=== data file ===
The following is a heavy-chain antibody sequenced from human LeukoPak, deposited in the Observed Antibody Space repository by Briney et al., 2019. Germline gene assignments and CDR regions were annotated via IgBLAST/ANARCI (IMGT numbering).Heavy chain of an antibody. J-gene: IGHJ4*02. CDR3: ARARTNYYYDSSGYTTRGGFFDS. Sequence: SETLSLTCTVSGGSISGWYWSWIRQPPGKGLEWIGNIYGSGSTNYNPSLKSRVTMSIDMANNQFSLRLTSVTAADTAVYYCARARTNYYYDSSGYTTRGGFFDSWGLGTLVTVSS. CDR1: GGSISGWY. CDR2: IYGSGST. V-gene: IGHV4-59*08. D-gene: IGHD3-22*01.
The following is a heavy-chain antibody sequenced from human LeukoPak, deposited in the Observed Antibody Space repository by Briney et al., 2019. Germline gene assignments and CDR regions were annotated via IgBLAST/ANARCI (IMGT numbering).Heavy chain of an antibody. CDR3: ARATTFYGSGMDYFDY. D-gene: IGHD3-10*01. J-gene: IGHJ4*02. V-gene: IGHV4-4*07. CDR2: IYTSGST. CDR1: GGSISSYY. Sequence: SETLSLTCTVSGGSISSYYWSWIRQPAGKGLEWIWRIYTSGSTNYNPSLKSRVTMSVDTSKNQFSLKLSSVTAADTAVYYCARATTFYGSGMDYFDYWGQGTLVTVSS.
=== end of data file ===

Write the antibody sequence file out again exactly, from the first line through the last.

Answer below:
The following is a heavy-chain antibody sequenced from human LeukoPak, deposited in the Observed Antibody Space repository by Briney et al., 2019. Germline gene assignments and CDR regions were annotated via IgBLAST/ANARCI (IMGT numbering).Heavy chain of an antibody. J-gene: IGHJ4*02. CDR3: ARARTNYYYDSSGYTTRGGFFDS. Sequence: SETLSLTCTVSGGSISGWYWSWIRQPPGKGLEWIGNIYGSGSTNYNPSLKSRVTMSIDMANNQFSLRLTSVTAADTAVYYCARARTNYYYDSSGYTTRGGFFDSWGLGTLVTVSS. CDR1: GGSISGWY. CDR2: IYGSGST. V-gene: IGHV4-59*08. D-gene: IGHD3-22*01.
The following is a heavy-chain antibody sequenced from human LeukoPak, deposited in the Observed Antibody Space repository by Briney et al., 2019. Germline gene assignments and CDR regions were annotated via IgBLAST/ANARCI (IMGT numbering).Heavy chain of an antibody. CDR3: ARATTFYGSGMDYFDY. D-gene: IGHD3-10*01. J-gene: IGHJ4*02. V-gene: IGHV4-4*07. CDR2: IYTSGST. CDR1: GGSISSYY. Sequence: SETLSLTCTVSGGSISSYYWSWIRQPAGKGLEWIWRIYTSGSTNYNPSLKSRVTMSVDTSKNQFSLKLSSVTAADTAVYYCARATTFYGSGMDYFDYWGQGTLVTVSS.